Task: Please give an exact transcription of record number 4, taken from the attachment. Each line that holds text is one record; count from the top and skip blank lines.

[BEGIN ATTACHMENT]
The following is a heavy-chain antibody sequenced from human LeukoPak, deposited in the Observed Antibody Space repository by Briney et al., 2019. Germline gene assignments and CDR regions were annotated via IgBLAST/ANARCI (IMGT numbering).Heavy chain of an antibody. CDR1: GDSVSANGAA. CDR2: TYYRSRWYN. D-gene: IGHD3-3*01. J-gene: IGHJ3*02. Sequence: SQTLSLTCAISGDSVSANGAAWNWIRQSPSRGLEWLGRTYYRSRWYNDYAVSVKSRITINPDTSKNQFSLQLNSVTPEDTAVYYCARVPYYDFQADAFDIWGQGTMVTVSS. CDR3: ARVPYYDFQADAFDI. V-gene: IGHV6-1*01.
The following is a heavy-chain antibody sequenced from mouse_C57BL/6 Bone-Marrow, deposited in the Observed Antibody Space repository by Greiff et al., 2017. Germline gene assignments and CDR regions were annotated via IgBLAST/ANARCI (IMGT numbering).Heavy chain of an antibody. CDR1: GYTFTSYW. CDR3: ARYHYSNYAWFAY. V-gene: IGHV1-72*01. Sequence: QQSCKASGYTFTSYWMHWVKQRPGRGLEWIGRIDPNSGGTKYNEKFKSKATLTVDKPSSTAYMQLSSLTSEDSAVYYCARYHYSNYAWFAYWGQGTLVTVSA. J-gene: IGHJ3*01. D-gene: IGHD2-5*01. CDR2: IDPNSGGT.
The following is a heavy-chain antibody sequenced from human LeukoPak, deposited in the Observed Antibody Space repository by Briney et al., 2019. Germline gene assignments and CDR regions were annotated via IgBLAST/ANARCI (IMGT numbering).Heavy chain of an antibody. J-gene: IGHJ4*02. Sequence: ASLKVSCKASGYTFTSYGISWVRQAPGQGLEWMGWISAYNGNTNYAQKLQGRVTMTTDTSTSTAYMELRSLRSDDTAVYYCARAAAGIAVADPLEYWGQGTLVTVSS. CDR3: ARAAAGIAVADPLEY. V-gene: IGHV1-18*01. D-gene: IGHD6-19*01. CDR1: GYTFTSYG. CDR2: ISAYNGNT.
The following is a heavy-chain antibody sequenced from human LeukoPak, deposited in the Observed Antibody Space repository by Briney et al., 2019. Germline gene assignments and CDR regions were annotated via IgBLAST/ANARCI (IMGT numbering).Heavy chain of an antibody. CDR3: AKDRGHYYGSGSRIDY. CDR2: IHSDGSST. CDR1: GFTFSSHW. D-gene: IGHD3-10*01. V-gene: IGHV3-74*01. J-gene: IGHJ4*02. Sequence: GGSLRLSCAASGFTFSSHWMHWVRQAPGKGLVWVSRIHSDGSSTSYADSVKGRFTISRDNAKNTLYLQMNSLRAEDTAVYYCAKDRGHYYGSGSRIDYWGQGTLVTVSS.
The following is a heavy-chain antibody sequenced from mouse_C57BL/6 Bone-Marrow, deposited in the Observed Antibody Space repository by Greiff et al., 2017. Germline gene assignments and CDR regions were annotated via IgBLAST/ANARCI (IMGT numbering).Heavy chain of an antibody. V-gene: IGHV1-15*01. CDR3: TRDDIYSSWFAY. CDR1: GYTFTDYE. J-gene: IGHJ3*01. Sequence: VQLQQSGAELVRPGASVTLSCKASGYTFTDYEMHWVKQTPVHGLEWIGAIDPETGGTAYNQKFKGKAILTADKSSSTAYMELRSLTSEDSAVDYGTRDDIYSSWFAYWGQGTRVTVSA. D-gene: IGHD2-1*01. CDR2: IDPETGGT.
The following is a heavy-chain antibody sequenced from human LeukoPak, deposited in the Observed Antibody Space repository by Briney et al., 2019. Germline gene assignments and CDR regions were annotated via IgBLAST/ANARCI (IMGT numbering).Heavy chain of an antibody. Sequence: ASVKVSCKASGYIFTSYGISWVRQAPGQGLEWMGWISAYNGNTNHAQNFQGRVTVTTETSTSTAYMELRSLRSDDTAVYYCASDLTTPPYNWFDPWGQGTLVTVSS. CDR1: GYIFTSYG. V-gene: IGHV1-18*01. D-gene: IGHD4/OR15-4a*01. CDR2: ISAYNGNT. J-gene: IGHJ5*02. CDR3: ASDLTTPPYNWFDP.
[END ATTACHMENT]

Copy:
The following is a heavy-chain antibody sequenced from human LeukoPak, deposited in the Observed Antibody Space repository by Briney et al., 2019. Germline gene assignments and CDR regions were annotated via IgBLAST/ANARCI (IMGT numbering).Heavy chain of an antibody. CDR3: AKDRGHYYGSGSRIDY. CDR2: IHSDGSST. CDR1: GFTFSSHW. D-gene: IGHD3-10*01. V-gene: IGHV3-74*01. J-gene: IGHJ4*02. Sequence: GGSLRLSCAASGFTFSSHWMHWVRQAPGKGLVWVSRIHSDGSSTSYADSVKGRFTISRDNAKNTLYLQMNSLRAEDTAVYYCAKDRGHYYGSGSRIDYWGQGTLVTVSS.